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Amplite® Colorimetric Sphingomyelinase Assay Kit *Blue Color*

Sphingomyelinase dose response was measured on a 96-well white wall/clear bottom plate with Amplite® Colorimetric Sphingomyelinase Assay Kit using a SpectraMax microplate reader (Molecular Devices).
Sphingomyelinase dose response was measured on a 96-well white wall/clear bottom plate with Amplite® Colorimetric Sphingomyelinase Assay Kit using a SpectraMax microplate reader (Molecular Devices).
Sphingomyelinase dose response was measured on a 96-well white wall/clear bottom plate with Amplite® Colorimetric Sphingomyelinase Assay Kit using a SpectraMax microplate reader (Molecular Devices).
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H-phraseH303, H313, H333
Hazard symbolXN
Intended useResearch Use Only (RUO)
R-phraseR20, R21, R22


Sphingomyelinase (SMase) is an enzyme that is responsible for cleaving sphingomyelin (SM) to phosphocholine and ceramide. Activation of SMases in cells plays an important role in the cellular responses. Five types of sphingomyelinase (SMase) have been identified based on their cation dependence and pH optima of action. They are lysosomal acid SMase, secreted zinc-dependent acid SMase, magnesium-dependent neutral SMase, magnesium-independent neutral SMase, and alkaline SMase. Among the five types, the lysosomal acidic SMase and the magnesium-dependent neutral SMase are considered major candidates for the production of ceramide in the cellular response to stress. Our Amplite® Colorimetric Sphingomyelinase Assay Kit provides a sensitive method for detecting neutral SMase activity or screening its inhibitors. The kit uses Amplite® UltraBlue as a colorimetric probe to indirectly quantify the phosphocholine produced from the hydrolysis of sphingomyelin (SM) by sphingomyelinase (SMase). It can be used for measuring the SMase activity in blood, cell extracts or other solutions. The absorbance of light at 655 nm is proportional to the formation of phosphocholine, therefore to the SMase activity. The kit is an optimized "mix and read" assay that is compatible with HTS liquid handling instruments.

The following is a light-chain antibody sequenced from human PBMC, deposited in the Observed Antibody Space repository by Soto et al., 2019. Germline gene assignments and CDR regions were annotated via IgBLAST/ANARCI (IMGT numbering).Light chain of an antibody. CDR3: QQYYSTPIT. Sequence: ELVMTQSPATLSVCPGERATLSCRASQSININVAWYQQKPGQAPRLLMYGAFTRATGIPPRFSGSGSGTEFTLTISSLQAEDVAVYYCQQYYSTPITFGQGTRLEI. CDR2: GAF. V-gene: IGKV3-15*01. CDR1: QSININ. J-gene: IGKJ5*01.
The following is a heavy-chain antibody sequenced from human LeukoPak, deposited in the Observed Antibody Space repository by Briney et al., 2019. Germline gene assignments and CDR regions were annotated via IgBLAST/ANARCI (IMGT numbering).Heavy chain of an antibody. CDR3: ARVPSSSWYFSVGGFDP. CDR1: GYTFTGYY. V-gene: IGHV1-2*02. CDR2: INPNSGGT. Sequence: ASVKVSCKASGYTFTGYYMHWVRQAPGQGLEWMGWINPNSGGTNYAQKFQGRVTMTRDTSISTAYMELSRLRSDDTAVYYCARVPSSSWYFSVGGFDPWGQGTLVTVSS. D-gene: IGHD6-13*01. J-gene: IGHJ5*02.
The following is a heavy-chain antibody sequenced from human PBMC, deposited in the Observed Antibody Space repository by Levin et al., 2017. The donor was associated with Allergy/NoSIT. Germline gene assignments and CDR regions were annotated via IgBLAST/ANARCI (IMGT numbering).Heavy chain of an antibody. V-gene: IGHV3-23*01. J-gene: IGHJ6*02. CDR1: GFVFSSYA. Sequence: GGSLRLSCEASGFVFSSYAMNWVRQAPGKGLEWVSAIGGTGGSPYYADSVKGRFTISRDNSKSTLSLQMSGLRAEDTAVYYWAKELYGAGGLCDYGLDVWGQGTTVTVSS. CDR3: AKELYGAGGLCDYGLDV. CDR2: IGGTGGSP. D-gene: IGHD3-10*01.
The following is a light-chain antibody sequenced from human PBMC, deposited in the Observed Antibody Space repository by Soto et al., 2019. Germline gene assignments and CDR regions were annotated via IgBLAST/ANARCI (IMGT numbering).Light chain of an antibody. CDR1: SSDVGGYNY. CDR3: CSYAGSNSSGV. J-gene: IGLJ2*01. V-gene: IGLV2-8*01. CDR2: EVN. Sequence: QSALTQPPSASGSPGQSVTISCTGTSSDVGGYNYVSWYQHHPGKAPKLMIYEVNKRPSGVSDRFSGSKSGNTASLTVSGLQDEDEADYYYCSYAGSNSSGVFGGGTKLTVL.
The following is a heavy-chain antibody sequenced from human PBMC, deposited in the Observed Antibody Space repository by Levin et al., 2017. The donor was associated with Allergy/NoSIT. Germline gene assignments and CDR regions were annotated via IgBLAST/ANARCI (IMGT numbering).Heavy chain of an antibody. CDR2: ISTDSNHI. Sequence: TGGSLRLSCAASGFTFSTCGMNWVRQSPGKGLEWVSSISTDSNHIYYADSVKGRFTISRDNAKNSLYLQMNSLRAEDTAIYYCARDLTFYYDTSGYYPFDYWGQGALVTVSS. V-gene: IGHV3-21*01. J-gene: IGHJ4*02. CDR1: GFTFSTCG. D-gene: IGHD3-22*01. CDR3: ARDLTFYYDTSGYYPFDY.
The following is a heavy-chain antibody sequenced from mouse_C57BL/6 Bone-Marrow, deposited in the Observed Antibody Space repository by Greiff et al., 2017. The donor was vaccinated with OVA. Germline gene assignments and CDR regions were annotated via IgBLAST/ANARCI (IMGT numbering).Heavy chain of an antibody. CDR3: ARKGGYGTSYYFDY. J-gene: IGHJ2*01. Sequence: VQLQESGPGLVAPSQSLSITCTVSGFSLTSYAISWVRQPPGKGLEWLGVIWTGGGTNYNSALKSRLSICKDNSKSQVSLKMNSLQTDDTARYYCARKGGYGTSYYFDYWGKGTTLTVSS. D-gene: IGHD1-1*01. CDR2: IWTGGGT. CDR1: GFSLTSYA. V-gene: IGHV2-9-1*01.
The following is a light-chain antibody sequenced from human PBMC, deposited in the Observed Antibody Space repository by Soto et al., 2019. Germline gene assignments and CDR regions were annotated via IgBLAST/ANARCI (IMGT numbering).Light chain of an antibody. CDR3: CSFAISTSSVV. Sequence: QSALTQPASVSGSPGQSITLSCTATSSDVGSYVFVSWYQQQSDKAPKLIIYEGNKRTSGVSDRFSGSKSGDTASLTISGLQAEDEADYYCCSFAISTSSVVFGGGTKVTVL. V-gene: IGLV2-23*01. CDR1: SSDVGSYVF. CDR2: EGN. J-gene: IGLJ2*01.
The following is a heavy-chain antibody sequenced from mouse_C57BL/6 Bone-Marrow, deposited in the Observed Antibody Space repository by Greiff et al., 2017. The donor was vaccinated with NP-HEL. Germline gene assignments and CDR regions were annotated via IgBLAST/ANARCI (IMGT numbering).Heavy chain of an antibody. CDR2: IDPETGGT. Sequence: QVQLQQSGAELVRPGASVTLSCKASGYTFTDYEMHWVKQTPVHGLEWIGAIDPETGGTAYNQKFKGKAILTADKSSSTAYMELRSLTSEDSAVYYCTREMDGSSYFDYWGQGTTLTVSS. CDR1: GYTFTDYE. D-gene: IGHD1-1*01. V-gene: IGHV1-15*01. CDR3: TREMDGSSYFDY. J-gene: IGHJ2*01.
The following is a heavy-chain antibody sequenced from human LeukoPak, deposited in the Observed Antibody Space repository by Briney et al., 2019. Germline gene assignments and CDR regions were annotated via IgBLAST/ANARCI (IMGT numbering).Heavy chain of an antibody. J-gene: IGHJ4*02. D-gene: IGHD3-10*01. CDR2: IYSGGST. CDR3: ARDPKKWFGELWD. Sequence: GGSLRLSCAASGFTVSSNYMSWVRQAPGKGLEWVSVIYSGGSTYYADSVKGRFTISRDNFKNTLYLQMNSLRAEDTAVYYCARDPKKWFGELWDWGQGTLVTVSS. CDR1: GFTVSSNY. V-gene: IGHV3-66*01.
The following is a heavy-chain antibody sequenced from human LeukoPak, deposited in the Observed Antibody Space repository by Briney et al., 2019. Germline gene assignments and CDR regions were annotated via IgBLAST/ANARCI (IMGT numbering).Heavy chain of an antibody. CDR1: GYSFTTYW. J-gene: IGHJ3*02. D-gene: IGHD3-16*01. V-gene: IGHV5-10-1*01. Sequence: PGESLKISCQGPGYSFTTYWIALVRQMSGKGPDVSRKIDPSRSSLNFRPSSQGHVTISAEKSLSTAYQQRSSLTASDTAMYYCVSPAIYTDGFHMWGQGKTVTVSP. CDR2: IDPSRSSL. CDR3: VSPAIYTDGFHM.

Absorbance microplate reader

Absorbance655 nm
Recommended plateClear bottom


Example protocol


Protocol summary

  1. Prepare sphingomyelin working solution (50 µL)
  2. Add SMase standards and/or SMase test samples (50 µL)
  3. Incubate at 37°C for 1 - 2 hours
  4. Add sphingomyelinase working solution (50 µL)
  5. Incubate at RT for 1 - 2 hours
  6. Monitor absorbance at 655 nm

Important notes
Thaw one vial (or bottle) of each kit component at room temperature before starting your experiment.


Unless otherwise noted, all unused stock solutions should be divided into single-use aliquots and stored at -20 °C after preparation. Avoid repeated freeze-thaw cycles.

1. Sphingomyelinase standard stock solution (10 U/mL):
Add 20 µL of PBS with 0.1% BSA into the vial of Sphingomyelinase Standard (Component F) to make a 10 units/mL sphingomyelinase standard stock solution.

2. Amplite™ UltraBlue stock solution (200X):
Add 100 µL of DMSO (Component G) into the vial of Amplite™ UltraBlue (Component C) to make 200X Amplite™ UltraBlue stock solution. Note: The Amplite™ UltraBlue is unstable in the presence of thiols (such as DTT and 2-mercaptoethanol). The final concentration of DTT or 2-mercaptoethanol in the reaction should be lower than 10 µM. Amplite™ UltraBlue is also unstable at high pH (>8.5). The reactions should be performed at pH 7 - 8. pH 7.4 is recommended for the assay buffer.


Sphingomyelinase standard

For convenience, use the Serial Dilution Planner: https://www.aatbio.com/tools/serial-dilution/13620